I heard someone use the term “dream maker” the other day, as in: everyone needs a dream maker. It immediately resonated with me and, of course, I agreed completely. We all need a dream maker, a champion, a partner-in-crime…
To me, a dream maker is someone who helps me see beyond the physical and non-physical obstacles that come between idea and actualization, between a seed of belief and full-on faith, between “this could be” to “this will be..and here’s how.” I thought about the dream makers I’ve encountered in my life–family, teachers, friends, bosses, colleagues–and I have a list of about five so I am fortunate that each one taught me something different adding to the tapestry of actualization, faith, this will be and how… But the biggest piece, the final piece (and–for me at least–the hardest) is more ongoing: knowing my value.
Dreams are so precious, they must be cared for, nurtured, fed, respected for their texture, difference, obscurity and even, in some cases, their conformity lest they be squashed and the dreamer along with it. Dreams and ideas are living and breathing organisms, deny them the most basic resources and they will die on the vine and the world will be a different place…one dream, one idea, one dreamer at a time.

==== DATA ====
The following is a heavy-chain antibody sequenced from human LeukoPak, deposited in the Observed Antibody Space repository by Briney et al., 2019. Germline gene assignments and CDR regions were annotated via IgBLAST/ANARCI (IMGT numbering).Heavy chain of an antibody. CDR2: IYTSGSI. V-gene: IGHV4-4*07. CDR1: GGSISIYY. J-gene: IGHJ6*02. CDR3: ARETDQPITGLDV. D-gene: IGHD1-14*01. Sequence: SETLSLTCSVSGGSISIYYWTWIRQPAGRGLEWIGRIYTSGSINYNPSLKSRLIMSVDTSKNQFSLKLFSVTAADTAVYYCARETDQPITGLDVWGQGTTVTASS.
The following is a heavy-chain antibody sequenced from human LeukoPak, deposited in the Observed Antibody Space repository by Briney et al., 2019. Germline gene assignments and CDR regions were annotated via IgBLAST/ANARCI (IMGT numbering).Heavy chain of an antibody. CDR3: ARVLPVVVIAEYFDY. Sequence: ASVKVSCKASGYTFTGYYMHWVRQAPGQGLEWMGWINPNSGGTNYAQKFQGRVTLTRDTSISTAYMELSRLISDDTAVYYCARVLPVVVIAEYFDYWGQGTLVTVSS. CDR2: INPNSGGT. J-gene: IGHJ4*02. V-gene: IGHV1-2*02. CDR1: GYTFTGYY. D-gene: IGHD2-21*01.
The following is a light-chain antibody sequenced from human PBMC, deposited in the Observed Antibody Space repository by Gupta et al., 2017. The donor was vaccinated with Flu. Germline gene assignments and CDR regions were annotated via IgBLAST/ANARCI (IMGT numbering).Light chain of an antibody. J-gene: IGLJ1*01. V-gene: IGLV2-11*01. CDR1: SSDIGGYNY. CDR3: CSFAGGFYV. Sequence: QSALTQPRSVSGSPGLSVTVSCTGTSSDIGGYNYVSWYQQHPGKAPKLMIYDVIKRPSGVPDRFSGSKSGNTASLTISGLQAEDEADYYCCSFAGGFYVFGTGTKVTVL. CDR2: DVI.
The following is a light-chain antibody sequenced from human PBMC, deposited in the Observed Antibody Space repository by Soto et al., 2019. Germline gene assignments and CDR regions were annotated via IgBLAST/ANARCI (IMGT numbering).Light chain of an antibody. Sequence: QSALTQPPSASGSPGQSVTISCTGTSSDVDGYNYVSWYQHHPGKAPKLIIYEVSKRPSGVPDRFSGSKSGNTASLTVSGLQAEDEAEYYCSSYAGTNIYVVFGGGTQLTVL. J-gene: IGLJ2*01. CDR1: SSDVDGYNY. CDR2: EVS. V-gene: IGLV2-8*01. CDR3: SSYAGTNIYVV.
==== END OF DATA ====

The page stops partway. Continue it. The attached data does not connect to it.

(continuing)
BY LANGSTON HUGHES
What happens to a dream deferred?
Does it dry up
like a raisin in the sun?
Or fester like a sore—
And then run?
Does it stink like rotten meat?
Or crust and sugar over—
like a syrupy sweet?
Maybe it just sags
like a heavy load.
Or does it explode?
Later the same day I had the conversation about dream makers, I was riding the subway going home–to Harlem, coincidentally–and a young boy, probably 12 or 13 got on my car. He started by shouting: Is everybody ready for a show?!?! As a New Yorker, nobody at rush hour in a crowded car is ready for a show. Ever. He said he wasn’t hungry, but was looking to get money for a set of drums and was going show us why he should have them…
And then this kid started off beating two empty, plastic tubs (not uncommon), using the metal poll as a high-hat (kinda cool), and showed a unique sense of showmanship that was captivating. When he was done I was clapping (I wasn’t the only one) and gave up my seat to give the kid a folded bill. As I did I felt compelled to say to him: “don’t quit, keep playing.”
He replied: “yes ma’am.”
Do I think my folded bill and words will have an impact on that kid? Not necessarily. But HE had an impact on ME. We all have creative wells, artistic souls to feed and the only way I know to do that is to try to do my part–big or small–for other creative spirits. Sometimes the opportunity is easy to spot–like this musician–but everyone can be creative–has the natural instinct to be creative, even. There are ways to solve problems creatively, ways to approach life creatively and that’s an opportunity to fill the well–when we support each other in those moments and validate those instincts–so it will never run dry.